Meghalaya has an outstanding attraction: Root Bridges, typical for that region. These natural bridges have grown over many years based on theold tribal art of building. Meghalaya has several of these root bridges, we visited one of them in Tyrna.
How do these Root Bridges Come to Life?
Root Bridges grow from the roots of the rubber fig tree (ficus elsatica). Jainta and Khasi Art (both southern Meghalaya tribals) make these roots grow into a natural bridge to cross the river. Due to their organic material, these bridges get more solid and stable over the years. These bridges are able to maintain themselves for centuries if circumstances are right. Altogether a very fascinating process that shows how to live in unity with nature in a way only indigenous peoples are able to.
Ritymen Root Bridge in Tyrna bei Cherapunjee
There are several root bridges in and around Cherapunjee and in the Jainta Mountains. We visited the Ritymen Root Bridge.
You can reach Ritymen Root Bridge from the little village Tyrna from Cherapunjee (12 km, 30 min). We stayed in a hotel in Cherapunjee and like that reaching Tyrna was easy. You can also go there from the more popular Shillong (ca. 2 ½ hours). But you need a driver, you are far from all the big cities and should not rely on public transportation.
At first comes the Ritymen Root Bridge. If you continue descending, you reach a double root bridge called Umshiang Double Decker Bridge. Double means there are two natural bridges with on top of each other.
Descending the Ritymen Root Bridge
A sign at the entrance says “3 km to Double Bridge”. That is a bit of an understatement, it means 3 km of stairs. The descend is exhausting, we only walked to the first bridge, the single Ritymen Bridge.
Descending these stairs is still doable. We were there with a larger group of people, most of them athletes and fit. We had to walk down hundreds of stairs and that made all our thigh muscles shiver. But that was still ok.
There is a local tour guide who walks the group downstairs. At the entrance they rent bamboo sticks. Makes sense, of course there is no handrails at the stairs.
There are several smaller buildings every now and then that also sell beverages. Locals charge a small fee to see the bridge, 10 Rupees per person, 10 more for every camera. Close to nothing, even if they make you pay for every camera and phone you carry. Altogether it would still be less than 1 Euro (30 Rs about 45 cents).
Bridge and River With a Natural Pool
After a long, you finally reach the bridge with crystal clear water below where you can either swim or enjoy the sun while sitting on a rock. Swimming is only for men, I would discourage women from swimming here.
If you feel strong and energetic enough, you can continue your route to the double bridge. I cannot tell you anything about this. We were in a group of 9, nobody wanted to walk any further. The links at the bottom provide some more information about that.
Ascending From the Bridge
What stopped us from moving was the ascend that was waiting for us. We already had a 2000 steps descend, it’s supposedly another 1500 step to the double bridge.
I consider myself fit above average, I work out regularly and think I can do quite an amount of walking. There were marathon runners, football players and other athletes in our group. Yet, the way back was hard for all of us. It’s a steady 2000 steps ascend. It takes a long time and is exhausting. On the way back, we met several untrained but wealthy Indian families that had huge problems to walk back. Some of them were visibly suffering, looking quite unfortunate and only continued walking because there was no choice.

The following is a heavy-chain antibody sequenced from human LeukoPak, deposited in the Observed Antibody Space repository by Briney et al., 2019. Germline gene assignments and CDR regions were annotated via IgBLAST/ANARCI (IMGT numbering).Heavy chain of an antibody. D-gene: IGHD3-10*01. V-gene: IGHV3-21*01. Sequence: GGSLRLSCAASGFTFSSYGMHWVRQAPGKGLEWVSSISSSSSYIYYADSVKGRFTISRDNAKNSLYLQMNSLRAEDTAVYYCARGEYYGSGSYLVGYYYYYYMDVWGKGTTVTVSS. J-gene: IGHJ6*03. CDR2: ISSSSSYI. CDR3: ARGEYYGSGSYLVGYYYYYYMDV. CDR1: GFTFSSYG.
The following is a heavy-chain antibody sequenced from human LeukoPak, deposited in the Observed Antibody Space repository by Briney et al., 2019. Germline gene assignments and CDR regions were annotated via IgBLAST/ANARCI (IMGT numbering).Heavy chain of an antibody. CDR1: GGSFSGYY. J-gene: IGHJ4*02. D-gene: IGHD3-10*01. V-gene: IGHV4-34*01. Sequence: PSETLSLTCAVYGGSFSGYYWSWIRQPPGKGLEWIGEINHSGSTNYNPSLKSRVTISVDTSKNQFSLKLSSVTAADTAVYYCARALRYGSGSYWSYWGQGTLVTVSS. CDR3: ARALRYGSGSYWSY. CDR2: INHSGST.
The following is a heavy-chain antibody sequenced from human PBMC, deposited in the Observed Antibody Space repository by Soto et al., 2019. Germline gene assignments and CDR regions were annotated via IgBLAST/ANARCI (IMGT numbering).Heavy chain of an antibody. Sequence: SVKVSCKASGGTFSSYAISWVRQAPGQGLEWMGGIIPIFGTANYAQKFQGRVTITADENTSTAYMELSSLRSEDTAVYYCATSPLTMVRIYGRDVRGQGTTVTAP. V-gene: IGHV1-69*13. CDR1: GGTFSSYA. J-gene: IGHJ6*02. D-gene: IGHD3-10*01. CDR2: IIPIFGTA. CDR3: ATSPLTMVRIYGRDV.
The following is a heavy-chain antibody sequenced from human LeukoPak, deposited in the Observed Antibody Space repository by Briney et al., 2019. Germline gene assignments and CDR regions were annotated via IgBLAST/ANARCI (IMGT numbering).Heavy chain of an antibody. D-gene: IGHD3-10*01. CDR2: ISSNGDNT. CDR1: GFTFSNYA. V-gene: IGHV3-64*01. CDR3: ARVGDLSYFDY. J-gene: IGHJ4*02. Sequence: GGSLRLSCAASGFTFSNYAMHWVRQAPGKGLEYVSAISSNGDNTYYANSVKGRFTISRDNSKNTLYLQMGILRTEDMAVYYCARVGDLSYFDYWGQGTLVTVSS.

Our tour guide praised our fitness, said we were better in walking upstairs than the Indian tourists. How seriously you have to take this is another matter. Yet, you should know what you are getting into.
View from the Stairs and the Region’s Climate
In particular during descend,the view of the valley and the mountain is great: pristine nature that is indeed green and clean everywhere, for India very unusual.
The region is rather wet, Cherapunjee is called the “Wettest Place on Earth” (sometimes refered to as “Scottland of the East”).
It’s wetter and cooler than in the rest of India. Many Indians call it cold, but that’s a relative thing. To me, it still felt like summer, in particular around midday it was really warm. All those many steps don’t make it any better. It’s warm and the sun is burning. Definitely bring sunscreen and something to cover your head. We did not have any rain during our three days in Cherapunjee. Even the grass was partly brown and visibly dry.
How To Reach and Some Final Remarks
The root bridges are a spectacular play of nature, something totally different and new. The surrounding nature is nice, pristine, green and clean. All of this shows a very different face of India than the one in the big cities. Definitely worth a trip!
You reach Meghalaya from Assam. The best option is to fly from Delhi to Guwahati and take a driver from there (ca. 160 km, 5 hours). There are also public busses. From Guwahati, spend the night either in Shillong or Cherapunjee and make a day trip to the root bridges. We left it up to the drive how to reach the bridge that was the easiest way.
As usually in the Northeast, you are off the main tourist routes. Some Indians from other states spend their holidays here. We have not seen any other Europeans. Everything is relaxed, people are friendly and open. They let you be and don’t annoy you.
More information about Meghalaya’s root bridges (Rítymen but also other ones) can be found in these two Blog articles (both articles in English).
You can buy beverages everywhere, even Coke and other sweet sugar sodas. Yet, I would take a bottle of water just to be sure. But that is all you need, you don’t need to carry a bagpack full of water bottles with you.